As an immigrant living in the United States with a visa, you are held to a higher standard than the average citizen. If you want to renew your visa, adjust your status or become a citizen, you can expect that the United States Citizenship and Immigration Services (USCIS) will perform another background check on you, just like they did when you first applied for a visa.
While you may have intended to follow all of the laws after entering the United States, differences in culture and even communication issues caused by a language barrier could put you at risk of arrest and criminal charges. There are two circumstances in which criminal charges may affect your immigration rights.
When the offense itself meets certain criteria
The USCIS has a specific set of rules used to evaluate whether a criminal charge will affect someone’s eligibility for a visa or their right to stay in the country. Violent offenses, felonies and crimes that lead to lengthy incarceration can all affect someone’s immigration rights. Anything that the USCIS determines is a crime of moral turpitude, meaning it is offensive to moral sensibilities, could also have immigration consequences.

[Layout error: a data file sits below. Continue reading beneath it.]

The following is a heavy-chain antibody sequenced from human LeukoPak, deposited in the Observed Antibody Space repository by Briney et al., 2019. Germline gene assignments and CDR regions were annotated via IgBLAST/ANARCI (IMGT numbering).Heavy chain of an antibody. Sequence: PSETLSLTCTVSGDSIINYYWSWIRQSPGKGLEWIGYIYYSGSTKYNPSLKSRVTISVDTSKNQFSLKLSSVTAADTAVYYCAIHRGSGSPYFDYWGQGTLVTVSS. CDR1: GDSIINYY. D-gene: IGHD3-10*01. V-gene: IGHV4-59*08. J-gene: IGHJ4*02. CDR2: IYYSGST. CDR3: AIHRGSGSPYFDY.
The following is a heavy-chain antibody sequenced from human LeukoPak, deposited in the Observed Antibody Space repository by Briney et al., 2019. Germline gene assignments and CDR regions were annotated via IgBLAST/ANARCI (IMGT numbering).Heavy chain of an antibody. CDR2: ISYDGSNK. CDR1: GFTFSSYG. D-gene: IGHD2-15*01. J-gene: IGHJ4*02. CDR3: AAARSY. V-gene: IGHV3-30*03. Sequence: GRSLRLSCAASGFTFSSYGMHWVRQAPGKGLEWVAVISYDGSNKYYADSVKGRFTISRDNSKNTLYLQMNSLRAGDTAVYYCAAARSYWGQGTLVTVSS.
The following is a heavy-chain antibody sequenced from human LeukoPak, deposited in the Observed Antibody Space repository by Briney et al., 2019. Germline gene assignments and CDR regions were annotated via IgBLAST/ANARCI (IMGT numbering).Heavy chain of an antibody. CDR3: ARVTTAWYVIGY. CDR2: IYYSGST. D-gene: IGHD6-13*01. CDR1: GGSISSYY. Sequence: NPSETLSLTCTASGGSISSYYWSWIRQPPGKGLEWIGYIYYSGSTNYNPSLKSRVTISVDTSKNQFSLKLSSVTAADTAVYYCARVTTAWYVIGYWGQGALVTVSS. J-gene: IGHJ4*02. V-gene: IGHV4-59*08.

When the offense costs you your job or relationship
While it may not directly affect your immigration status, getting arrested and charged with a crime might cost you your job. Some companies have a zero-tolerance policy for any arrest, and even those that don’t may terminate workers accused of specific kinds of offenses, like drug crimes or acts of violence. Criminal activity can also impact your closest relationships and might lead to a divorce, which could also negatively impact your immigration circumstances.
Understanding the role of criminal records in immigration cases can help those hoping to stay in the United States.